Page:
As we engage in ongoing and urgent conversations regarding equity and inclusion, and indeed what it means to be an American, one of the most cherished and honored American traditions is being challenged in legislative chambers around the country. In Georgia and elsewhere, legislation has been proposed or enacted that undermines Americans’ fundamental right to vote, threatening the life of our democracy itself.
If we agree with the late Honorable John Lewis when he said, “The vote is precious. … It is the most powerful nonviolent tool we have in a democratic society, and we have to use it,” then we have a responsibility to do everything in our power to proactively ensure that all eligible voters are permitted to vote, including our friends and neighbors who are registered to vote but not enrolled in a political party.
Maine voters are deeply committed to civic participation and casting our ballots. This isn’t a partisan phenomenon – it’s a tradition that knows no political affiliation. We go to town meetings each spring and boast a voter participation rate that is envied across the nation.
Fortunately, we have a unique opportunity before us to proactively advance civic engagement and defend our right to vote. We can enact legislation that will increase voter access and make our electoral process more inclusive.
And so I urge my colleagues in Augusta to join me in supporting L.D. 231, An Act To Establish Open Primaries. L.D. 231 would allow semi-open primaries, so that unenrolled voters may cast one ballot in the primary of their choice without having to enroll in a political party. Republicans would not be able to vote in Democratic primaries, and Democrats would not be able to vote in Republican primaries.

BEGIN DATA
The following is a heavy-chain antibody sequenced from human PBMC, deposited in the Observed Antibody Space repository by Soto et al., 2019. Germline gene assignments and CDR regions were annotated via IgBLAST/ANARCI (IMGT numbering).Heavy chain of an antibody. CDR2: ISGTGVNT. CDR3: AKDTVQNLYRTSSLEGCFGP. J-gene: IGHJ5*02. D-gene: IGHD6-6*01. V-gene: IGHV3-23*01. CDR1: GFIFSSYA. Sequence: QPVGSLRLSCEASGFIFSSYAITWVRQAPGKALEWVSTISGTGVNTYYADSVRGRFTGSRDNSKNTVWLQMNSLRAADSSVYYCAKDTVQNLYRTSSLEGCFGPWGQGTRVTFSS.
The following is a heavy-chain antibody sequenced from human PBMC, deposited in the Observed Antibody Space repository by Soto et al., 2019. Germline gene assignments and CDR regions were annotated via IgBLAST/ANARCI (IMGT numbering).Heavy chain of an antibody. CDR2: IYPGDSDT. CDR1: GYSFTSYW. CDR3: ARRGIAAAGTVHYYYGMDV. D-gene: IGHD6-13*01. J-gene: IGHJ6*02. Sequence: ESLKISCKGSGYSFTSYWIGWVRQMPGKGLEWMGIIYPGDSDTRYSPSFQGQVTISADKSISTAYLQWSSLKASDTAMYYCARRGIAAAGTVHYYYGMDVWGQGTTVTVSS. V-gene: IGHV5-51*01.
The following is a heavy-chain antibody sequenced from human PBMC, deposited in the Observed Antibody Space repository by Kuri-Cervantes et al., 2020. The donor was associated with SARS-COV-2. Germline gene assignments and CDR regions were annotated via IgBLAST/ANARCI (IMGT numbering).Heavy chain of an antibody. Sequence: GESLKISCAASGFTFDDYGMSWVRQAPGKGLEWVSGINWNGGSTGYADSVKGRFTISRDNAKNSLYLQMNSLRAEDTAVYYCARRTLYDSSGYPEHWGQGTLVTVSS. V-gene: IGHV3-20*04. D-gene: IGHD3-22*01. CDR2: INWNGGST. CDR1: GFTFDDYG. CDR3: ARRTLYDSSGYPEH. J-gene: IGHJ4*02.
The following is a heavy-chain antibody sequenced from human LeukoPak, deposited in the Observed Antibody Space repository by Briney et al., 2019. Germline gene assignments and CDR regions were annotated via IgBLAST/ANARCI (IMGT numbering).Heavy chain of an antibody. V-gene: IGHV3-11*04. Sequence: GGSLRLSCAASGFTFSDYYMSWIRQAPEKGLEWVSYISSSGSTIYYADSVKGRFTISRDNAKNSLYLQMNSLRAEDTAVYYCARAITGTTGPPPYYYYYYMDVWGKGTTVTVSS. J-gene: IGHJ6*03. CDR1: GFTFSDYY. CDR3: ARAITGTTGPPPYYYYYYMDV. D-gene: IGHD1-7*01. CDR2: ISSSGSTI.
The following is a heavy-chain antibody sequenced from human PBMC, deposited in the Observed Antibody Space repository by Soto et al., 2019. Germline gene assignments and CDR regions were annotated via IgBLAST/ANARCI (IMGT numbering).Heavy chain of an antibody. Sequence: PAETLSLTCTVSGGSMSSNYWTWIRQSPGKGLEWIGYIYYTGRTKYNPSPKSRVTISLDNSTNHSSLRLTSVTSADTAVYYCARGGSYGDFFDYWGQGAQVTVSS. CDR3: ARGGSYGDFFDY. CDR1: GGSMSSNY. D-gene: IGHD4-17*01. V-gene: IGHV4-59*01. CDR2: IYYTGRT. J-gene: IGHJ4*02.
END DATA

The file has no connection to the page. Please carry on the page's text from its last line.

Many have been surprised by the results of my recent election and have asked how I managed to win by such a wide margin in a district that supported former President Donald Trump in 2016 and Sen. Susan Collins in 2020. The key, I believe, is to listen to people, build trust by being honest and authentic and recognize and coalesce around our shared values instead of focusing on our differences.
Nationwide, according to Pew Research, 27 percent of Black voters, 37 percent of Hispanic voters, 42 percent of Asian American voters, 49 percent of veterans and 50 percent of millennials are unenrolled or independent voters. One third of registered voters in Maine are denied the right to vote in the primary elections they pay for with their tax dollars.
Semi-open primaries are far from revolutionary. In fact, Maine is one of only 14 states in the nation and one of two states in New England with completely closed primaries. With our longstanding tradition of strong voter engagement and civic participation, it’s time that Maine joins all other New England states except Connecticut to enact our version of this common-sense election reform.
As voting rights are undermined around the country, we have an opportunity here in Maine to lead the way by not only playing defense, but also by proactively affirming our belief that all eligible voters deserve the right to fully participate in our electoral process. I hope you will join us by supporting L.D. 231 and establishing open primaries in Maine.
ABOUT THE AUTHOR
Craig Hickman is a Democratic state senator from Winthrop, Senate chair of the Labor and Housing Committee and a member of the Veterans and Legal Affairs Committee. He served four terms in the Maine House of Representatives.